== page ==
Selasa, 03 November 2009

Writing (Part two)


Introduction

Writing, is a means of communication you must consciously learn. And part of what makes it hard to learn is that written words usually have to express your meaning in your absence, have to “speak” all by themselves. When you speak face to face with a listener, you can communicate in many different ways. You can raise or lower the pitch or volume of your voice to emphasize a point; you can grin, frown, wink, or shrug; you can use your hands to shape out a meaning when you don’t quite have the words to do it; you can even make your silence mean something. But in writing you have to communing without facial expressions, gestures, or body English of any kind. You have to speak with words and punctuation alone.

Furthermore, writing is a solitary act. When you talk, you normally talk to someone who talks back, who raises questions, who lets you know whether or not you are making yourself clear. But when you write, you work alone. Even if you are writing a letter to a friend, he or she will not suddenly materialize to prod or prompt you into speech, to help you fill in the gaps that so often occur when you try to tell a story or give an explanation off the top of your head. To write well, you have to anticipate the reactions of a reader you cannot see or hear.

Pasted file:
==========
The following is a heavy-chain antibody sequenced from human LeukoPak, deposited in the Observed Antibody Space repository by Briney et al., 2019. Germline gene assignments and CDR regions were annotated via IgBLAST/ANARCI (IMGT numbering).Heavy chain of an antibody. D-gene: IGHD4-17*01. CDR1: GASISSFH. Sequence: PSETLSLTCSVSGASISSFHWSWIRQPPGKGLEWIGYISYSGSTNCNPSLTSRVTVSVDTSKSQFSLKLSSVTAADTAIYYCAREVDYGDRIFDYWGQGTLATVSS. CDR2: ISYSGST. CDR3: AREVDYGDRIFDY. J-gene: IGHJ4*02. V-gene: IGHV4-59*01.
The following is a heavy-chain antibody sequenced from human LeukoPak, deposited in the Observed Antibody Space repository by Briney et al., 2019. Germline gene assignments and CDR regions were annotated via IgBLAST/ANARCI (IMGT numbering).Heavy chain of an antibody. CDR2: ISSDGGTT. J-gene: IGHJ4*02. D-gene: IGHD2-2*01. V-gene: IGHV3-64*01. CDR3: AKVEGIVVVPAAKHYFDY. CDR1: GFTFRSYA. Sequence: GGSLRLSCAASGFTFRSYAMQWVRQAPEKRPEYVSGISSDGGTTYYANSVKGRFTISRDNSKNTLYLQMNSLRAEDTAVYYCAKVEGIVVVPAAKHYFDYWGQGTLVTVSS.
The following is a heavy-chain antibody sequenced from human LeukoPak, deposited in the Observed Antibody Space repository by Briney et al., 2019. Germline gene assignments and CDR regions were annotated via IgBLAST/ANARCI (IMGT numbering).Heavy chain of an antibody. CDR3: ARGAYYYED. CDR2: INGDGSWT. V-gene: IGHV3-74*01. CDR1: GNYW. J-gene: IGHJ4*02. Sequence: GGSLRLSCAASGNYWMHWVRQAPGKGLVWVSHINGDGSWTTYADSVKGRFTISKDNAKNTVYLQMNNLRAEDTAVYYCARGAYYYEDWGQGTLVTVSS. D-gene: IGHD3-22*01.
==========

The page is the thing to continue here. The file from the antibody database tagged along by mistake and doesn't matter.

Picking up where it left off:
But writing does have one big advantage over speaking. It gives you time to think, to try out your ideas on paper, to choose your words, to read what you have written, to rethink, revise, and rearrange it, and most importantly, to consider its effect on a reader. Writing gives you time to find the best possible way of stating what you mean. And the more you study the craft of writing, the better you will use your writing time.

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